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In the rapidly changing and complex field of healthcare, physicians may find themselves in the midst of a contract dispute. Physicians frequently enter into contracts with hospitals and managed care organizations. In the negotiation of these contracts, physicians may be asked to indemnify and hold harmless the hospital or managed care organization. This means that in the event a patient files a lawsuit against the hospital or managed care organization, the physician agrees to accept all liability associated with that lawsuit and agrees to pay all damages awarded by the court.
Physicians should be aware that in recent cases, courts have found that physicians may be held liable for damages awarded in malpractice claims because they were bound by this type of contract.
More and more, courts are enforcing the validity of contracts entered into between physicians and hospitals or managed care organizations. Recently, a California appeals court ruled that a hospital can terminate a physician's staff privileges without going through the normal due process channels set out in the hospital's bylaws (Abrams v. Saint John's Hospital and Health Center). Here, a hospital contracted with a physician and his professional corporation. The physician and the rest of the corporation's staff pathologists were required to maintain staff membership at the hospital. In order to maintain staff membership, the physicians had to sign a contract. The agreement required each physician to waive any rights to a hearing or review under the hospital's bylaws regarding the termination of staff privileges.
The hospital subsequently terminated the physician's staff privileges and did not grant a hearing. The physician sued to force the hospital to comply with its bylaws requiring due process. The court found that the hospital was not required to grant the physician a hearing. The physician waived all rights to due process under the hospital's bylaws, and was bound by the contract. It is important for a healthcare provider to consult with an attorney and the malpractice carrier before signing any contract. The physician's malpractice carrier will be able to tell the physician what is covered and what is not covered under the agreement. Often, insurance carriers do not honor contracts entered into outside of the policy. Therefore, in the event of a lawsuit, the insured physician may be liable for damages that are not covered by his or her malpractice carrier.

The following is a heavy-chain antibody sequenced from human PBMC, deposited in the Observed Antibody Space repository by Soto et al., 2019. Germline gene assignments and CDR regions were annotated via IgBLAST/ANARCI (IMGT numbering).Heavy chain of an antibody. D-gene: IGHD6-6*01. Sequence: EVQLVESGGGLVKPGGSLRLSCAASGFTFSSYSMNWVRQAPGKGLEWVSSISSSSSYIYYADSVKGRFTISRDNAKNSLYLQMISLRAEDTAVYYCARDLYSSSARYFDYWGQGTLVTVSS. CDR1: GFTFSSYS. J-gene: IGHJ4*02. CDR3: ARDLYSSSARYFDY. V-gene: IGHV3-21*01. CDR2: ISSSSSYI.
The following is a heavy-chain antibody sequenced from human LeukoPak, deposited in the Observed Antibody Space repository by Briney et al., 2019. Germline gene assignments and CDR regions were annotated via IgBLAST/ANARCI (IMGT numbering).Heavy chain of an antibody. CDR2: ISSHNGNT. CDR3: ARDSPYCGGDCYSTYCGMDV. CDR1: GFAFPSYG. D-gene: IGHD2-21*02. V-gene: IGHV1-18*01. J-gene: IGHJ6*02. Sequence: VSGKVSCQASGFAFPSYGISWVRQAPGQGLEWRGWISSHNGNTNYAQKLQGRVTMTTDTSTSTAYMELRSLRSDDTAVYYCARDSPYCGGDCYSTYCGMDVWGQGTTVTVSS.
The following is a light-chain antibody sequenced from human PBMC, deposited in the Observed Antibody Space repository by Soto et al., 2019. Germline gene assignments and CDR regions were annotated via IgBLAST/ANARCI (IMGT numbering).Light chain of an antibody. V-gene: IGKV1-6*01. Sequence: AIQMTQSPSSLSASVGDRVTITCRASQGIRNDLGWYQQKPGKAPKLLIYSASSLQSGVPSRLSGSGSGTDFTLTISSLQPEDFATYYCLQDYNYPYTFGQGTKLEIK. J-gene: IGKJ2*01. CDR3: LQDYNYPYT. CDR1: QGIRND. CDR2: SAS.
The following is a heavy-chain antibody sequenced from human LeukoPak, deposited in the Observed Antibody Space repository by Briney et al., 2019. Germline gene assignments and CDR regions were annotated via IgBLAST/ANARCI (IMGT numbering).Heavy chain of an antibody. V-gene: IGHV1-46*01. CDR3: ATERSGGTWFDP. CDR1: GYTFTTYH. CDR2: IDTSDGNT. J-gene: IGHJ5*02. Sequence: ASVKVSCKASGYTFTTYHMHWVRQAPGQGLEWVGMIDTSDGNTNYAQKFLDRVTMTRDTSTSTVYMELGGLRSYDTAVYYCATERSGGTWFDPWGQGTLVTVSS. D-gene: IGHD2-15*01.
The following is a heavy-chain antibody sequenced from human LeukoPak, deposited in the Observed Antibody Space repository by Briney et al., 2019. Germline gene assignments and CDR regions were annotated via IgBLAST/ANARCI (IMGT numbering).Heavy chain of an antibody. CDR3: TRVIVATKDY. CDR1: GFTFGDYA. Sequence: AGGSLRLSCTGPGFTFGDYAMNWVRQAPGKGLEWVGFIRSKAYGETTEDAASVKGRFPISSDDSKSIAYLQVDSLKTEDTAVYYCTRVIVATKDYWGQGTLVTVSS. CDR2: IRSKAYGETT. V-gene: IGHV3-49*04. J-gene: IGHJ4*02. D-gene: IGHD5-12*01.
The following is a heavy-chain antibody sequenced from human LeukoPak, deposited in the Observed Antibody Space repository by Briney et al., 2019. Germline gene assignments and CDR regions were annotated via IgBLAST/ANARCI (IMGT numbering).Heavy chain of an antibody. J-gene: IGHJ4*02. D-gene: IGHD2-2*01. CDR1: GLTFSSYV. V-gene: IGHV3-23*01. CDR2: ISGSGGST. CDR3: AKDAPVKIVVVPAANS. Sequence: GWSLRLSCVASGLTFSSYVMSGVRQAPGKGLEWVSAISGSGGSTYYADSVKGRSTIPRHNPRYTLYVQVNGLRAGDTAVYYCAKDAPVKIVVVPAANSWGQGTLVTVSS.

Specifically, contracts designed to indemnify or hold harmless hospitals and managed care organizations can place the physician in a vulnerable position. Agreements may require the physician to either accept the financial responsibility of a lawsuit against the hospital or managed care organization, or carry a specific amount of medical malpractice insurance. The indemnity clause may not be obvious to the physician. The contract may contain an indemnification clause in small print, and it is possible that the provider may not know that he or she is indemnifying the hospital or managed care organization.
Contractual problems may arise when the provider is caught in a dispute between the hospital or managed care organization and the patient. Physicians should have an attorney review the contract before it is signed to limit potential liability, and check with the malpractice carrier to determine the extent of coverage.
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